After rebounding strongly from the Monday financial market breakdown on Tuesday, corn futures were slightly lower early Wednesday morning. There was little substantive news, which caused traders to fall back on their own devices. We are inclined to view the overnight selling as profit-taking on long positions established on Monday. May corn dipped 2.0 cents to $6.6125/bushel in early Wednesday trading, while December slipped 2.75 cents to $5.38.

The soybean complex proved rather weak early Wednesday morning. After rising slightly in belated response to comments from Oil World overnight, the gains faded as the sun was rising. The German firm suggested South American export problems could shift Chinese soybean buying back to the U.S. market and argued that most estimates of South American production are too high. May soybeans gained 0.25 cent to $14.1175/bushel in early Wednesday morning action, while May soyoil skidded 0.11 cents to 48.87 cents/pound, and May meal climbed $1.6 to $402.9/ton.

Wheat futures moved modestly higher Tuesday night, thereby seeming to revert to weather news for direction. That is, with the Southern Plains under threat of frost again Thursday and Friday and the Northern Plains apparently vulnerable to flooding later this spring, the forthcoming U.S. wheat harvest looks increasingly tenuous. May CBOT wheat futures rose 0.75 cents to $7.0425/bushel early Wednesday morning, while May KCBT wheat edged 0.25 cent higher to $7.42, and May MGE futures lifted 0.5 cent to $8.1025.

Cattle futures rebounded from the broad Monday breakdown Tuesday, due in part to reports that the weak cash trading seen Monday was isolated. Nearby futures rose slightly again Tuesday night, which may have reflected the firmness exhibited by wholesale values during the afternoon. Conversely, slipping deferred futures may have reflected prospects for much cheaper feed next fall, which might spark increase livestock and meat production. June cattle inched upward 0.02 cents to 120.47 cents/pound in early Wednesday electronic trading, while December lost 0.22 cents to 125.65. May feeder cattle futures slid 0.07 cents to 139.97 cents/pound, and August slipped 0.22 cents to 146.25.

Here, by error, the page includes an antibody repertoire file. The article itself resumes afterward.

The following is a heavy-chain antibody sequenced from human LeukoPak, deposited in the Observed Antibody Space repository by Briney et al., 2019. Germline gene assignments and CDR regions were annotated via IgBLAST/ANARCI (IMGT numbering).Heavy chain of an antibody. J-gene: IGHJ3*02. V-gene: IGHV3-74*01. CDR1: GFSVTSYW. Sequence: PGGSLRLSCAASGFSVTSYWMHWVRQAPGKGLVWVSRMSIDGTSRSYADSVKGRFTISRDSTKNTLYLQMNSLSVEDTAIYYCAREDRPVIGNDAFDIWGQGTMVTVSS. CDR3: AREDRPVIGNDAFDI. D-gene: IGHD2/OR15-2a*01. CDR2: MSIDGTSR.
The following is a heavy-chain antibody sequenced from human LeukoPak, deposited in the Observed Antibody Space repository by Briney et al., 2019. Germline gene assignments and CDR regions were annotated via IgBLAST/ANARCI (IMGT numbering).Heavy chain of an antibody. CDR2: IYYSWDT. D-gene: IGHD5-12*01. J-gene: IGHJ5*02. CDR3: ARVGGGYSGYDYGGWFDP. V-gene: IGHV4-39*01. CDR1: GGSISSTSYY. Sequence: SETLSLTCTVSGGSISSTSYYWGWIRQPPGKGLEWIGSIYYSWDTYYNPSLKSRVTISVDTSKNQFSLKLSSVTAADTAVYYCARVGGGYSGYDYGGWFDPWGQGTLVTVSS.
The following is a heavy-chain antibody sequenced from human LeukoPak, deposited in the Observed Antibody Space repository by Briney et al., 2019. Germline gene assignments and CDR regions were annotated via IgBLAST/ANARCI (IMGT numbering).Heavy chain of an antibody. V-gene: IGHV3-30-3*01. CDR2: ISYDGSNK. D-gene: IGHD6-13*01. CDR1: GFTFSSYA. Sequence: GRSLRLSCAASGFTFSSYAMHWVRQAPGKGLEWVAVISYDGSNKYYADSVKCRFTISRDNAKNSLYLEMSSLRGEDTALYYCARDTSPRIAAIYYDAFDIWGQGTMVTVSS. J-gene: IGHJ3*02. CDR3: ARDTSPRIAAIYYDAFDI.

Hog futures declined modestly early Wednesday morning, which rather surprising given the firm nature of Tuesday afternoon cash and wholesale news. Direct market values west of the Mississippi River moved somewhat higher, as did pork cutout. Eastern Corn Belt prices dipped, but are generally viewed as being less important than those out of the west. The futures slide may simply reflect the anticipated drop in the CME index later this morning; that would mark its first decline since late March. May hog futures skidded 0.10 cents to 86.70 cents/pound in early Wednesday morning action, while the June contract fell 0.22 cents to 88.80.

Cotton futures dropped to their lowest levels since late February Tuesday, then bounced moderately overnight. As with the grain and soy complexes, there was little news concerning the white fiber market. Savvy traders probably view the big Monday-Tuesday drop as being overdone, since the Chinese situation will probably have deteriorate badly before they will abandon their recent policy of building massive commodity stockpiles. May cotton advanced 0.37 cents to 83.72 cents/pound early Wednesday morning, while December bounced 0.40 cents to 85.15.